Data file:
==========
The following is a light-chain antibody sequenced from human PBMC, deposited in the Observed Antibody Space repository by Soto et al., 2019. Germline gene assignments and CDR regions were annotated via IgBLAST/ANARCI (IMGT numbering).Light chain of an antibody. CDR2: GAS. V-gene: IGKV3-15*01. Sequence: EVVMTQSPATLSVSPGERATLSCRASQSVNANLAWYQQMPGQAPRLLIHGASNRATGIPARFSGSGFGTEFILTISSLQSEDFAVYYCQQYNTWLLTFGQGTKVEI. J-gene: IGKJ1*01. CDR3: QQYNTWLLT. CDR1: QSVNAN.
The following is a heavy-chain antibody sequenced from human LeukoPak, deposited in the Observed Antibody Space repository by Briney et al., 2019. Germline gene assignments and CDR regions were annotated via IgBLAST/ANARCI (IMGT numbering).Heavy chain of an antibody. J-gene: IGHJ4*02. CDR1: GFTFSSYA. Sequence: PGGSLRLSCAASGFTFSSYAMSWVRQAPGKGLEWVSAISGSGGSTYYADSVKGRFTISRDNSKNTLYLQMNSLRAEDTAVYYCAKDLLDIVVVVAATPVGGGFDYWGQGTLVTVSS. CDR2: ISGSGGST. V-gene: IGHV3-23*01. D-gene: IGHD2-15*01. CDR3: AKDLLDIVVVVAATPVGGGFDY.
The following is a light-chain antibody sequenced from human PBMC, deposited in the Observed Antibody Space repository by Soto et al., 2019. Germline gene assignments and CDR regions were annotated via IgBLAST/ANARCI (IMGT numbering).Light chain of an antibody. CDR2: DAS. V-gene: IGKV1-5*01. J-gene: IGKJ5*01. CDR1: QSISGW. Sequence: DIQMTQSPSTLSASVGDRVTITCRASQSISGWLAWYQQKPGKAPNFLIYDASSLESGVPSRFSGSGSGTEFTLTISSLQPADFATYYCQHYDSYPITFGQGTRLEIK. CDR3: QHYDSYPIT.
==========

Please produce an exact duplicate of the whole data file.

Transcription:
The following is a light-chain antibody sequenced from human PBMC, deposited in the Observed Antibody Space repository by Soto et al., 2019. Germline gene assignments and CDR regions were annotated via IgBLAST/ANARCI (IMGT numbering).Light chain of an antibody. CDR2: GAS. V-gene: IGKV3-15*01. Sequence: EVVMTQSPATLSVSPGERATLSCRASQSVNANLAWYQQMPGQAPRLLIHGASNRATGIPARFSGSGFGTEFILTISSLQSEDFAVYYCQQYNTWLLTFGQGTKVEI. J-gene: IGKJ1*01. CDR3: QQYNTWLLT. CDR1: QSVNAN.
The following is a heavy-chain antibody sequenced from human LeukoPak, deposited in the Observed Antibody Space repository by Briney et al., 2019. Germline gene assignments and CDR regions were annotated via IgBLAST/ANARCI (IMGT numbering).Heavy chain of an antibody. J-gene: IGHJ4*02. CDR1: GFTFSSYA. Sequence: PGGSLRLSCAASGFTFSSYAMSWVRQAPGKGLEWVSAISGSGGSTYYADSVKGRFTISRDNSKNTLYLQMNSLRAEDTAVYYCAKDLLDIVVVVAATPVGGGFDYWGQGTLVTVSS. CDR2: ISGSGGST. V-gene: IGHV3-23*01. D-gene: IGHD2-15*01. CDR3: AKDLLDIVVVVAATPVGGGFDY.
The following is a light-chain antibody sequenced from human PBMC, deposited in the Observed Antibody Space repository by Soto et al., 2019. Germline gene assignments and CDR regions were annotated via IgBLAST/ANARCI (IMGT numbering).Light chain of an antibody. CDR2: DAS. V-gene: IGKV1-5*01. J-gene: IGKJ5*01. CDR1: QSISGW. Sequence: DIQMTQSPSTLSASVGDRVTITCRASQSISGWLAWYQQKPGKAPNFLIYDASSLESGVPSRFSGSGSGTEFTLTISSLQPADFATYYCQHYDSYPITFGQGTRLEIK. CDR3: QHYDSYPIT.